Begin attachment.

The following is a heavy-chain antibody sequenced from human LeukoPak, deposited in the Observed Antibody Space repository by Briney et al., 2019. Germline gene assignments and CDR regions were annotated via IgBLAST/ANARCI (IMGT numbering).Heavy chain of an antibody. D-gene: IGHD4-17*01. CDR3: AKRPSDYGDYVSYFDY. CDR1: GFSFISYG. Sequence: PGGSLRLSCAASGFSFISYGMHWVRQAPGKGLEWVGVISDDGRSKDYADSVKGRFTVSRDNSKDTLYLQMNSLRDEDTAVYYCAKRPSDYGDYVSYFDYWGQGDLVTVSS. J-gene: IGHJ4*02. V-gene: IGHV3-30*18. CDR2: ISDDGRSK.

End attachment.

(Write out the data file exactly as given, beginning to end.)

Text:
The following is a heavy-chain antibody sequenced from human LeukoPak, deposited in the Observed Antibody Space repository by Briney et al., 2019. Germline gene assignments and CDR regions were annotated via IgBLAST/ANARCI (IMGT numbering).Heavy chain of an antibody. D-gene: IGHD4-17*01. CDR3: AKRPSDYGDYVSYFDY. CDR1: GFSFISYG. Sequence: PGGSLRLSCAASGFSFISYGMHWVRQAPGKGLEWVGVISDDGRSKDYADSVKGRFTVSRDNSKDTLYLQMNSLRDEDTAVYYCAKRPSDYGDYVSYFDYWGQGDLVTVSS. J-gene: IGHJ4*02. V-gene: IGHV3-30*18. CDR2: ISDDGRSK.